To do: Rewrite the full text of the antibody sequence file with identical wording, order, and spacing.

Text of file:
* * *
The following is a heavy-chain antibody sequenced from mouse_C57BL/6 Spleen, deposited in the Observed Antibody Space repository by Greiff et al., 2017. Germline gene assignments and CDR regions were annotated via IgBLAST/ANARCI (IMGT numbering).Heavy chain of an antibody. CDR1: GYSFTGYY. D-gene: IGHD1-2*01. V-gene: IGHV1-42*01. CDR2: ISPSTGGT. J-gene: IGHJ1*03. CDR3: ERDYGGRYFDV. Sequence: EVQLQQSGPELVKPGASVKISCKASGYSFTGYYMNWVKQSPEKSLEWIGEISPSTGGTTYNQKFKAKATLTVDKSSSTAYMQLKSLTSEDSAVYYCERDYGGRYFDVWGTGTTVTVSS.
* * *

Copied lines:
The following is a heavy-chain antibody sequenced from mouse_C57BL/6 Spleen, deposited in the Observed Antibody Space repository by Greiff et al., 2017. Germline gene assignments and CDR regions were annotated via IgBLAST/ANARCI (IMGT numbering).Heavy chain of an antibody. CDR1: GYSFTGYY. D-gene: IGHD1-2*01. V-gene: IGHV1-42*01. CDR2: ISPSTGGT. J-gene: IGHJ1*03. CDR3: ERDYGGRYFDV. Sequence: EVQLQQSGPELVKPGASVKISCKASGYSFTGYYMNWVKQSPEKSLEWIGEISPSTGGTTYNQKFKAKATLTVDKSSSTAYMQLKSLTSEDSAVYYCERDYGGRYFDVWGTGTTVTVSS.